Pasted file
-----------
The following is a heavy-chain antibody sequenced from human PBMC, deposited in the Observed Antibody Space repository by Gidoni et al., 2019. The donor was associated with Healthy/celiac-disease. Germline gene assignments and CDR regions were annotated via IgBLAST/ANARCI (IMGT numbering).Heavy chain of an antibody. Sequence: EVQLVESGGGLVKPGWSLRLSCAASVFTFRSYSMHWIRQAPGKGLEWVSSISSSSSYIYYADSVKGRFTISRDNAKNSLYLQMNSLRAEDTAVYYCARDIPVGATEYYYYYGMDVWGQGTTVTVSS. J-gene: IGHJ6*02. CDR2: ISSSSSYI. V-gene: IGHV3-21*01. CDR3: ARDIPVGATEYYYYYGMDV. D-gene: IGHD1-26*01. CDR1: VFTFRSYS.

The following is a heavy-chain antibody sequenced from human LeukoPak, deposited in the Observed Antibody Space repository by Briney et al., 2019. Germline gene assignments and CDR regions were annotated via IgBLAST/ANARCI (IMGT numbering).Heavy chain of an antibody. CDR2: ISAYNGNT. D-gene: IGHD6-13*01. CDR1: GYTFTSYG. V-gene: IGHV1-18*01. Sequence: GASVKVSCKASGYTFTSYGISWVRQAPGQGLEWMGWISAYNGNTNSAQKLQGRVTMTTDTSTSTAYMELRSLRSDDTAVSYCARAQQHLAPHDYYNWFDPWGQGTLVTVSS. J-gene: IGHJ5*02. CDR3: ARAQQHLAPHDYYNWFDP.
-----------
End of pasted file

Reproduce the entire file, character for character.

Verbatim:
The following is a heavy-chain antibody sequenced from human PBMC, deposited in the Observed Antibody Space repository by Gidoni et al., 2019. The donor was associated with Healthy/celiac-disease. Germline gene assignments and CDR regions were annotated via IgBLAST/ANARCI (IMGT numbering).Heavy chain of an antibody. Sequence: EVQLVESGGGLVKPGWSLRLSCAASVFTFRSYSMHWIRQAPGKGLEWVSSISSSSSYIYYADSVKGRFTISRDNAKNSLYLQMNSLRAEDTAVYYCARDIPVGATEYYYYYGMDVWGQGTTVTVSS. J-gene: IGHJ6*02. CDR2: ISSSSSYI. V-gene: IGHV3-21*01. CDR3: ARDIPVGATEYYYYYGMDV. D-gene: IGHD1-26*01. CDR1: VFTFRSYS.

The following is a heavy-chain antibody sequenced from human LeukoPak, deposited in the Observed Antibody Space repository by Briney et al., 2019. Germline gene assignments and CDR regions were annotated via IgBLAST/ANARCI (IMGT numbering).Heavy chain of an antibody. CDR2: ISAYNGNT. D-gene: IGHD6-13*01. CDR1: GYTFTSYG. V-gene: IGHV1-18*01. Sequence: GASVKVSCKASGYTFTSYGISWVRQAPGQGLEWMGWISAYNGNTNSAQKLQGRVTMTTDTSTSTAYMELRSLRSDDTAVSYCARAQQHLAPHDYYNWFDPWGQGTLVTVSS. J-gene: IGHJ5*02. CDR3: ARAQQHLAPHDYYNWFDP.